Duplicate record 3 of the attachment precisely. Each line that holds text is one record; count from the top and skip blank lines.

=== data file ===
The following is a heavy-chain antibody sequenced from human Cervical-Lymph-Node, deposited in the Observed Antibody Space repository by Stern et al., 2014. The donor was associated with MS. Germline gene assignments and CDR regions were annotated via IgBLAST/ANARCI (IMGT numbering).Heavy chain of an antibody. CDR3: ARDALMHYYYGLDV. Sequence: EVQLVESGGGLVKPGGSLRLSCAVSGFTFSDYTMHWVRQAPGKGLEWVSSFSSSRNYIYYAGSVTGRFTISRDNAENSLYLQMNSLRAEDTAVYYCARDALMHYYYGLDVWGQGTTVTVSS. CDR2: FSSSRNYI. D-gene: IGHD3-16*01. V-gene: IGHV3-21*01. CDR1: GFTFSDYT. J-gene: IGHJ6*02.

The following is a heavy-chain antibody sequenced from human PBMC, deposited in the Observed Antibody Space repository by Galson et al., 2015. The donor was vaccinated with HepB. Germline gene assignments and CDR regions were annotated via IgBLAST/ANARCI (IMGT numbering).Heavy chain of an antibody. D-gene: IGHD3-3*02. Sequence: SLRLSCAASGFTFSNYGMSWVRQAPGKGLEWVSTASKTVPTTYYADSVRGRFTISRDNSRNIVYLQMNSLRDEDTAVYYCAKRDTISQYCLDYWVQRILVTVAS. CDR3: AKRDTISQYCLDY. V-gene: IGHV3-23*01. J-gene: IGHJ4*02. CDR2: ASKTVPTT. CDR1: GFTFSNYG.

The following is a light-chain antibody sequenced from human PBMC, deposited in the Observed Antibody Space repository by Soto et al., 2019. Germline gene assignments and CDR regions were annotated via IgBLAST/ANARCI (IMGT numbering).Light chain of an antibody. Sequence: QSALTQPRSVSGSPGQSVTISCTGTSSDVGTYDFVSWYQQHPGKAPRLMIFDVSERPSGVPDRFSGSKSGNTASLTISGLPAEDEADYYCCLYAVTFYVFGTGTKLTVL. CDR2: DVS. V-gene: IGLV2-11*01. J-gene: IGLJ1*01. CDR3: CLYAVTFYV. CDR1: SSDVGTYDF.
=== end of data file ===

The following is a light-chain antibody sequenced from human PBMC, deposited in the Observed Antibody Space repository by Soto et al., 2019. Germline gene assignments and CDR regions were annotated via IgBLAST/ANARCI (IMGT numbering).Light chain of an antibody. Sequence: QSALTQPRSVSGSPGQSVTISCTGTSSDVGTYDFVSWYQQHPGKAPRLMIFDVSERPSGVPDRFSGSKSGNTASLTISGLPAEDEADYYCCLYAVTFYVFGTGTKLTVL. CDR2: DVS. V-gene: IGLV2-11*01. J-gene: IGLJ1*01. CDR3: CLYAVTFYV. CDR1: SSDVGTYDF.